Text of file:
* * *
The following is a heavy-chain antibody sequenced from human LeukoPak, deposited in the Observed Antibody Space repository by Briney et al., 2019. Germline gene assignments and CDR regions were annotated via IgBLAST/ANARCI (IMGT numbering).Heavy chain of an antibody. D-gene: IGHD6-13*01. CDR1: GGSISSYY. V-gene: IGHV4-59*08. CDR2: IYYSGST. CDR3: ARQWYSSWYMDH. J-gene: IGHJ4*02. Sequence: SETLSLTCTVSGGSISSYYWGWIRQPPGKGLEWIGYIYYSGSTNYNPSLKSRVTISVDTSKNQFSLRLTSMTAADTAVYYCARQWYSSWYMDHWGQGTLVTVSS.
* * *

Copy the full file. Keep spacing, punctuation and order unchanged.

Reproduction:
The following is a heavy-chain antibody sequenced from human LeukoPak, deposited in the Observed Antibody Space repository by Briney et al., 2019. Germline gene assignments and CDR regions were annotated via IgBLAST/ANARCI (IMGT numbering).Heavy chain of an antibody. D-gene: IGHD6-13*01. CDR1: GGSISSYY. V-gene: IGHV4-59*08. CDR2: IYYSGST. CDR3: ARQWYSSWYMDH. J-gene: IGHJ4*02. Sequence: SETLSLTCTVSGGSISSYYWGWIRQPPGKGLEWIGYIYYSGSTNYNPSLKSRVTISVDTSKNQFSLRLTSMTAADTAVYYCARQWYSSWYMDHWGQGTLVTVSS.